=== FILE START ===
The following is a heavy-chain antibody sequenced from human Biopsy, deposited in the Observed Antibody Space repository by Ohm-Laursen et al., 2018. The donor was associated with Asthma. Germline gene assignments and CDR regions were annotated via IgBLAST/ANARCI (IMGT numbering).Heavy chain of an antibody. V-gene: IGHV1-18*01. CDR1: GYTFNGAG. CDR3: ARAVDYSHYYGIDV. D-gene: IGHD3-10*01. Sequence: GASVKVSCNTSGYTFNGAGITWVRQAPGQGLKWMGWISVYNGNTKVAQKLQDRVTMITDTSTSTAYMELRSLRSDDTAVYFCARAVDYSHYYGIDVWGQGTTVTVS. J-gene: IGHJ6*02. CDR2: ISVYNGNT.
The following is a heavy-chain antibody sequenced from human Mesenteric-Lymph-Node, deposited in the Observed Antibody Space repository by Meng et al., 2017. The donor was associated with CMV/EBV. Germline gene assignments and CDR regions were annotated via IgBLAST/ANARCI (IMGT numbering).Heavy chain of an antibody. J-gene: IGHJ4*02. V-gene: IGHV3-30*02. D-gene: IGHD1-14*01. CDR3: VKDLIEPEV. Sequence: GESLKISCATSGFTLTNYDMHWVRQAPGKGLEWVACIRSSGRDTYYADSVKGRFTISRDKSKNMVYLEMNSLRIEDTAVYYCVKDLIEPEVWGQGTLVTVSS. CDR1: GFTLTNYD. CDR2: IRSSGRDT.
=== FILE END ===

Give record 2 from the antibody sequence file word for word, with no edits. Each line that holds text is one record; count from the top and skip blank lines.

The following is a heavy-chain antibody sequenced from human Mesenteric-Lymph-Node, deposited in the Observed Antibody Space repository by Meng et al., 2017. The donor was associated with CMV/EBV. Germline gene assignments and CDR regions were annotated via IgBLAST/ANARCI (IMGT numbering).Heavy chain of an antibody. J-gene: IGHJ4*02. V-gene: IGHV3-30*02. D-gene: IGHD1-14*01. CDR3: VKDLIEPEV. Sequence: GESLKISCATSGFTLTNYDMHWVRQAPGKGLEWVACIRSSGRDTYYADSVKGRFTISRDKSKNMVYLEMNSLRIEDTAVYYCVKDLIEPEVWGQGTLVTVSS. CDR1: GFTLTNYD. CDR2: IRSSGRDT.